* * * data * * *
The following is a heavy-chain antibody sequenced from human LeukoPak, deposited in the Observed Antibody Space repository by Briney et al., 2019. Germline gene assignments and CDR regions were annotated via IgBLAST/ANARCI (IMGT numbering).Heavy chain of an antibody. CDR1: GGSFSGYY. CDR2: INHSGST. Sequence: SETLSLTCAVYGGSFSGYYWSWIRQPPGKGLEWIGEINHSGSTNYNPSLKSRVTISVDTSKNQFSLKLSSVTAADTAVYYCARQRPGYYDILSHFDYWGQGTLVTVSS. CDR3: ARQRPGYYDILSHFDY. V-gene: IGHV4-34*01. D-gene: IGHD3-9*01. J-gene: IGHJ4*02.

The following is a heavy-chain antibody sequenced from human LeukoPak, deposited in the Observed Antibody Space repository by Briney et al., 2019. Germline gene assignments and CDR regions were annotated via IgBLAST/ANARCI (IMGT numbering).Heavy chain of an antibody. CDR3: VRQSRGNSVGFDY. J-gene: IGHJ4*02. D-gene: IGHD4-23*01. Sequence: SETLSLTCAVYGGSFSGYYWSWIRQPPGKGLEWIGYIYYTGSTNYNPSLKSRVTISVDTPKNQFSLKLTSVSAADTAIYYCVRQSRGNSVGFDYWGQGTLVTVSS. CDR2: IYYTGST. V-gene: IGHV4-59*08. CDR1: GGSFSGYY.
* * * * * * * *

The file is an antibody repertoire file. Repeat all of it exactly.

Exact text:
The following is a heavy-chain antibody sequenced from human LeukoPak, deposited in the Observed Antibody Space repository by Briney et al., 2019. Germline gene assignments and CDR regions were annotated via IgBLAST/ANARCI (IMGT numbering).Heavy chain of an antibody. CDR1: GGSFSGYY. CDR2: INHSGST. Sequence: SETLSLTCAVYGGSFSGYYWSWIRQPPGKGLEWIGEINHSGSTNYNPSLKSRVTISVDTSKNQFSLKLSSVTAADTAVYYCARQRPGYYDILSHFDYWGQGTLVTVSS. CDR3: ARQRPGYYDILSHFDY. V-gene: IGHV4-34*01. D-gene: IGHD3-9*01. J-gene: IGHJ4*02.

The following is a heavy-chain antibody sequenced from human LeukoPak, deposited in the Observed Antibody Space repository by Briney et al., 2019. Germline gene assignments and CDR regions were annotated via IgBLAST/ANARCI (IMGT numbering).Heavy chain of an antibody. CDR3: VRQSRGNSVGFDY. J-gene: IGHJ4*02. D-gene: IGHD4-23*01. Sequence: SETLSLTCAVYGGSFSGYYWSWIRQPPGKGLEWIGYIYYTGSTNYNPSLKSRVTISVDTPKNQFSLKLTSVSAADTAIYYCVRQSRGNSVGFDYWGQGTLVTVSS. CDR2: IYYTGST. V-gene: IGHV4-59*08. CDR1: GGSFSGYY.